New York City Mayor Michael Bloomberg’s concentrated regime of stop-and-frisk received international attention this week as a landmark class-action federal civil rights lawsuit challenging the draconian police tactic got underway.
One of the more important pieces of evidence revealed in court this week came from NYPD officer and heroic whistleblower Pedro Serrano, who secretly recorded NYPD Deputy Inspector Christopher McCormach ordering him to make “male blacks 14 to 21” the target of stop-and-frisk.
Rania Khalek transcribed the recording on her website Dispatches from the Underclass:
Stop “the right people, the right time, the right location,” Deputy Inspector Christopher McCormack is heard saying on the recording.
“So what am I supposed to do: Stop every black and Hispanic?” Serrano is heard saying on the tape, which was recorded last month at the 40th Precinct in the Bronx.
“I have no problem telling you this,” the inspector said on the tape. “Male blacks. And I told you at roll call, and I have no problem [to] tell you this, male blacks 14 to 21.”
The recording reveals in a determinant form what had already been made manifest by years of stop-and-frisk statistics, affidavits, and the voices of those who experience it: the NYPD’s stop-and-frisk tactic almost wholly targets youth of color as a matter of fact.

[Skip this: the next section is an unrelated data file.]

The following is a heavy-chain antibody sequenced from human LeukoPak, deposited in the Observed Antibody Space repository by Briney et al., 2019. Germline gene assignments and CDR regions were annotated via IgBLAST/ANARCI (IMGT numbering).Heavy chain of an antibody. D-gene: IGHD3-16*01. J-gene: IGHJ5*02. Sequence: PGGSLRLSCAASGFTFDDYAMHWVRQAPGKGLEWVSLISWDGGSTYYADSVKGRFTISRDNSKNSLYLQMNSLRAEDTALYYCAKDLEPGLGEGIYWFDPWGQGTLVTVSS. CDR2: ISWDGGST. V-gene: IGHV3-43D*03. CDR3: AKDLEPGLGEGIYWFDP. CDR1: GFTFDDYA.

Targeting of minority youth was always at the core of the tactic.
Proponents of stop-and-frisk, typically individuals of a more authoritarian persuasion, contend that the tactic is necessary for “crime prevention.” Yet statistics show that the effect of stop-and-frisk as a crime prevention measure is negligible at best.
But as I contend here, stop-and-frisk has never truly been about crime reduction. Stop-and-frisk is a psychological tactic applied to people of color, quite often in gentrifying areas on the cusp of materially disadvantaged communities.
Police stops, street interrogations, and frisks are in essence humiliating public spectacles designed to mark the black or brown body as criminal.
Stop-and-frisk recreates the signification of criminality attached to black and brown skin and creates real forms of social stigmatization, diminishes life opportunities, limits basic rights, and reproduces mass joblessness.
Race-based policing thus contributes to cycles of violence, both state violence and violence between people, and reinforces the very practice of race-based policing while allowing the social conditions that lead to crime in the first place to go ignored.
In this way, the NYPD’s stop-and-frisk tactic is a case of what Loïc Wacquant calls the “racialized penalization of poverty” in the United States, with state-sanctioned violence used to subdue marginalized populations of highly-expendable surplus humanity, a population whose labor is no longer needed, all the while blaming the individual for social conditions far out of their control.
Rather than breaking the cycle of violence and deterring crime, tactics like stop-and-frisk recreate the conditions that produce violence and criminality, thus further contributing to their existence.